2. We do these outings when our regular troop meeting place is not available, or the Patrol Leaders' Council can't think of enough interesting activities for those months with "tough" themes.

 

3. When the weather gets warm, the troop climbs a local outdoor rock face (Minnehaha Rocks) to get some "Venture"-style activity.

 

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We usually have around 40 boys at any given troop meeting, so trying to have a meeting at our local climbing gym wouldn't work as I don't believe they could handle a group that large. We have a number of scouts and dad/leaders who do go to the gym every other Friday on their own as a recreational activity. My son went week before last and got his first taste and loved it. The troop outing was this past weekend and we went to one of our council properties with a climbing tower. The activities were split in shifts between mountain biking and climbing/rappeling. My son finally completed his Camping Merit Badge he took at summer camp when he got to rappel. I think climbing would make a great occasional troop meeting if the gym can handle a group your size.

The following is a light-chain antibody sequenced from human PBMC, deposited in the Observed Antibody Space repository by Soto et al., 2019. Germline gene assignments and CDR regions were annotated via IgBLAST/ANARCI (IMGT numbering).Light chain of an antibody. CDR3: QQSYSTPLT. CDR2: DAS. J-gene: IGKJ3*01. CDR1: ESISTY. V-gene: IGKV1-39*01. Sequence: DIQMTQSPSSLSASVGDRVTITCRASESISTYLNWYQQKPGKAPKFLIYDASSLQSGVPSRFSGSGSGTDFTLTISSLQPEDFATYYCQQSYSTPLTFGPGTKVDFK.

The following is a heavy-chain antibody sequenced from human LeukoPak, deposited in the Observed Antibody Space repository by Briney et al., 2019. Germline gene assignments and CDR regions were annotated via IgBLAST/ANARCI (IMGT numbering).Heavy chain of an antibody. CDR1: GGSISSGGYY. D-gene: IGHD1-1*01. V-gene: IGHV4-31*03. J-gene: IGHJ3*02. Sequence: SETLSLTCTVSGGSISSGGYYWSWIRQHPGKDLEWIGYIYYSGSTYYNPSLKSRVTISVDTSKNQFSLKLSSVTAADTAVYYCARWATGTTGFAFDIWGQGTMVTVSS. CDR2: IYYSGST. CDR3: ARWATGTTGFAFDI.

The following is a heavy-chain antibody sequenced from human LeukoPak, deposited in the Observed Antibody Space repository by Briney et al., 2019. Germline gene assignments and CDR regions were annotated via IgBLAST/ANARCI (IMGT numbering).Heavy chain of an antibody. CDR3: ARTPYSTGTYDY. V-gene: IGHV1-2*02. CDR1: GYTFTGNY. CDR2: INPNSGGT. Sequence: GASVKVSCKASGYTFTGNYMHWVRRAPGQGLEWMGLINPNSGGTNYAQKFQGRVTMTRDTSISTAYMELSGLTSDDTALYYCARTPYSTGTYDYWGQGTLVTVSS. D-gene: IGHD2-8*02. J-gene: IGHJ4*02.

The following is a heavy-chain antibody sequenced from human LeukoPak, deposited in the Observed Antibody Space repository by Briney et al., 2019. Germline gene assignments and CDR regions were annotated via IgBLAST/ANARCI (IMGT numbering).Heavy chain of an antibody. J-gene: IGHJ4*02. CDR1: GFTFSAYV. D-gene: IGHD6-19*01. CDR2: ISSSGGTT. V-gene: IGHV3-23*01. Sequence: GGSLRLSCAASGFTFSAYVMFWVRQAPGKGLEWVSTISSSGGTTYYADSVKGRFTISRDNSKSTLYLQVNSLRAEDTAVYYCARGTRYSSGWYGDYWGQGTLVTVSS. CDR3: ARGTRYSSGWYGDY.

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I suggest you read your G2SS... Laser Tag is specifically prohibited.

 

To be honest, the whole "laser tag is evil" issue just reminds me of an old Calvin and Hobbes comic. To paraphrase, it went something like:

 

"Do violent video games desensitize us to blood and gore?"

"Maybe."

"Do video games make an effective scapegoat for a violent society?"

"Definitely."

"Do video games actually cause violence?"

"Well, now that's hard to prove."